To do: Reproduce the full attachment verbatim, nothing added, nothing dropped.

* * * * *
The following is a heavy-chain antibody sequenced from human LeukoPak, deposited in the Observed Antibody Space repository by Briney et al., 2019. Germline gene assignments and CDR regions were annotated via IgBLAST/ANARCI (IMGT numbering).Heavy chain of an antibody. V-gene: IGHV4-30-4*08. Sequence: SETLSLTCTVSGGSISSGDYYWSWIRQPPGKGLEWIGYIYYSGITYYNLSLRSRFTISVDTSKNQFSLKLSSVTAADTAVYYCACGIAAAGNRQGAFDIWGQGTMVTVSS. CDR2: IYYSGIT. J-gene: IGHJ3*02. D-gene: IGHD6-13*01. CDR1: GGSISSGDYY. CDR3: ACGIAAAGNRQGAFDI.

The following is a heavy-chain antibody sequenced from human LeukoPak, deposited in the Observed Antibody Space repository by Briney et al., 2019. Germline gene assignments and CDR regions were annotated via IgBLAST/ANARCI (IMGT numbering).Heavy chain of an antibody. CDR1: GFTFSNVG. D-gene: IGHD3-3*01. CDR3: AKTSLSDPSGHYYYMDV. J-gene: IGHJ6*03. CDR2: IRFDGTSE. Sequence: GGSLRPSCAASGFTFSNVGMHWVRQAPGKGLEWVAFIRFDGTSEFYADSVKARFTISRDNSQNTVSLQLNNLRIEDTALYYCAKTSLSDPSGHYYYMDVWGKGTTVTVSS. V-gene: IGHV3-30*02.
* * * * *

The following is a heavy-chain antibody sequenced from human LeukoPak, deposited in the Observed Antibody Space repository by Briney et al., 2019. Germline gene assignments and CDR regions were annotated via IgBLAST/ANARCI (IMGT numbering).Heavy chain of an antibody. V-gene: IGHV4-30-4*08. Sequence: SETLSLTCTVSGGSISSGDYYWSWIRQPPGKGLEWIGYIYYSGITYYNLSLRSRFTISVDTSKNQFSLKLSSVTAADTAVYYCACGIAAAGNRQGAFDIWGQGTMVTVSS. CDR2: IYYSGIT. J-gene: IGHJ3*02. D-gene: IGHD6-13*01. CDR1: GGSISSGDYY. CDR3: ACGIAAAGNRQGAFDI.

The following is a heavy-chain antibody sequenced from human LeukoPak, deposited in the Observed Antibody Space repository by Briney et al., 2019. Germline gene assignments and CDR regions were annotated via IgBLAST/ANARCI (IMGT numbering).Heavy chain of an antibody. CDR1: GFTFSNVG. D-gene: IGHD3-3*01. CDR3: AKTSLSDPSGHYYYMDV. J-gene: IGHJ6*03. CDR2: IRFDGTSE. Sequence: GGSLRPSCAASGFTFSNVGMHWVRQAPGKGLEWVAFIRFDGTSEFYADSVKARFTISRDNSQNTVSLQLNNLRIEDTALYYCAKTSLSDPSGHYYYMDVWGKGTTVTVSS. V-gene: IGHV3-30*02.